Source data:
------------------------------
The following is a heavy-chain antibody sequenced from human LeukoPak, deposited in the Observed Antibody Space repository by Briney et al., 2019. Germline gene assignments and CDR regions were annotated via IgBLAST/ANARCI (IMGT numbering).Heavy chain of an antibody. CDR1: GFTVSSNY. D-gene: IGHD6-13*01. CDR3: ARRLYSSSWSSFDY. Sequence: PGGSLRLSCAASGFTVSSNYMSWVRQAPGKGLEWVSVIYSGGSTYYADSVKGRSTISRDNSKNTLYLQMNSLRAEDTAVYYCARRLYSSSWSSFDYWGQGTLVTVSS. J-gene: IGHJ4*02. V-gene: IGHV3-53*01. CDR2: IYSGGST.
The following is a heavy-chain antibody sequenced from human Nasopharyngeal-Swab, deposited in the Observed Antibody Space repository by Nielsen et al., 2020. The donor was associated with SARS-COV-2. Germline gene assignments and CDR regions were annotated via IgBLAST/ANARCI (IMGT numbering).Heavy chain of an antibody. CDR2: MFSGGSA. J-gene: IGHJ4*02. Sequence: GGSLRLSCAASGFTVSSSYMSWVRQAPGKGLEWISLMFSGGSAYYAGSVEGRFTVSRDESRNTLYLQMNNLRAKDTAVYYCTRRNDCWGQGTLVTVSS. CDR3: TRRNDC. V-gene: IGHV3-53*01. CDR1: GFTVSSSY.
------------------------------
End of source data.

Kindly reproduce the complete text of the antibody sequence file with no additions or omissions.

The following is a heavy-chain antibody sequenced from human LeukoPak, deposited in the Observed Antibody Space repository by Briney et al., 2019. Germline gene assignments and CDR regions were annotated via IgBLAST/ANARCI (IMGT numbering).Heavy chain of an antibody. CDR1: GFTVSSNY. D-gene: IGHD6-13*01. CDR3: ARRLYSSSWSSFDY. Sequence: PGGSLRLSCAASGFTVSSNYMSWVRQAPGKGLEWVSVIYSGGSTYYADSVKGRSTISRDNSKNTLYLQMNSLRAEDTAVYYCARRLYSSSWSSFDYWGQGTLVTVSS. J-gene: IGHJ4*02. V-gene: IGHV3-53*01. CDR2: IYSGGST.
The following is a heavy-chain antibody sequenced from human Nasopharyngeal-Swab, deposited in the Observed Antibody Space repository by Nielsen et al., 2020. The donor was associated with SARS-COV-2. Germline gene assignments and CDR regions were annotated via IgBLAST/ANARCI (IMGT numbering).Heavy chain of an antibody. CDR2: MFSGGSA. J-gene: IGHJ4*02. Sequence: GGSLRLSCAASGFTVSSSYMSWVRQAPGKGLEWISLMFSGGSAYYAGSVEGRFTVSRDESRNTLYLQMNNLRAKDTAVYYCTRRNDCWGQGTLVTVSS. CDR3: TRRNDC. V-gene: IGHV3-53*01. CDR1: GFTVSSSY.